The summer movie season came faster than I expected. It will be dating myself to say that when I was in high school, Terminator 2 was the big action flick. This summer feels like a nostalgia wave: Star Trek, Transformers, and a new Terminator are all hitting the screen.
I find it interesting that we cling to serials and timeless characters, though I’ll have to do a lot more in depth analysis to grasp what I think makes a character last like that. In fantasy, the trilogy seems to be the norm, but the series is another standard. I think some series go on a bit too long, sometimes when the author has simply run out of things for the characters to do. (I’m thinking here of R.A. Salvatore’s action-packed Drizzt series, which I loved for the first eight books or so). Or an author leaves too many threads dangling, and I finish the books feeling like some important plot points were left unresolved.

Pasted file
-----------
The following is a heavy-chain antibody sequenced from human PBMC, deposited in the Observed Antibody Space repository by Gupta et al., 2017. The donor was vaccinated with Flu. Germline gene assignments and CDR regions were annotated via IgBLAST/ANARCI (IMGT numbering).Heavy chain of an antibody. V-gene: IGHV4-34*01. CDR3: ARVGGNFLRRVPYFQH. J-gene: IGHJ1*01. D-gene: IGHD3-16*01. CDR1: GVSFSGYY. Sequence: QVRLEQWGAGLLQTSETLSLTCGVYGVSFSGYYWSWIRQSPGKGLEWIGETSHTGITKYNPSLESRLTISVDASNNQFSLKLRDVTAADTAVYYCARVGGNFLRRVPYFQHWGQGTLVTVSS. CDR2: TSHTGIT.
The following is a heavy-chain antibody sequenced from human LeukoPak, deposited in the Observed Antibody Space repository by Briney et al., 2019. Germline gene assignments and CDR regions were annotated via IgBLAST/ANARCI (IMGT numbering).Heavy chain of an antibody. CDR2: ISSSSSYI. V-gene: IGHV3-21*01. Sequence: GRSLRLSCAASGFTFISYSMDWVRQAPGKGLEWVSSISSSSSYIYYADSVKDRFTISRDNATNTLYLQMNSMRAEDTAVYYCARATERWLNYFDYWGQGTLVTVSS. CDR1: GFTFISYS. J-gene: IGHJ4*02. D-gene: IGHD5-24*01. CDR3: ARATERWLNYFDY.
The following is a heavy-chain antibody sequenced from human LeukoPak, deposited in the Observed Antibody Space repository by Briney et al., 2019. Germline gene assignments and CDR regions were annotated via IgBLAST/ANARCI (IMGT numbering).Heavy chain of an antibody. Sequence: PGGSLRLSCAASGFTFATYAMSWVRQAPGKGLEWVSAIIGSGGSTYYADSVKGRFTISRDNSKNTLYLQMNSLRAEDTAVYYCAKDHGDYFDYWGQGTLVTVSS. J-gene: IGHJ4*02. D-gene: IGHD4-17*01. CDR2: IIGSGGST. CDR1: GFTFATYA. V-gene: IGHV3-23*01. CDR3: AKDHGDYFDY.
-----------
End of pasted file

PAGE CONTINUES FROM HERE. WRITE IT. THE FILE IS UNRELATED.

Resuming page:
But we seem drawn to everlasting characters, ones we eventually call classic. I can easily tick off a list of attempts to bring older characters forward: the upcoming Sherlock Holmes film immediately springs to mind. Some of these characters are actually immortal, drawn back from death after their creators have tried to let them go time and time again.
So how do we get from blank stock character to one we want to spend a number of books with? It’s a question I’ll be putting a lot of thought into as I think about Eastlight’s future. I’d certainly like to see it go to series and last at least as long as a trilogy. I’ve started with the idea that characters need to evolve over time, but not too quickly, so they have somewhere to go. While my two main characters certainly grow in the course of the first novel, I’ve left them a lot of room to mature and sprawl out in time. Certainly a character should be unique, original enough the reader wants to spend many books with them, but not too unique. I think of the typical romantic heroine, who shouldn’t be so offbeat or alien that your reader cannot identify with her getting the hero. Genres such as fantasy and science fiction give us the chance to work with characters radically different in culture, history, and even biology. All of these things can help to give a character flavor and a distinct background, but even strongly defining traits shouldn’t override our ability to relate to a character.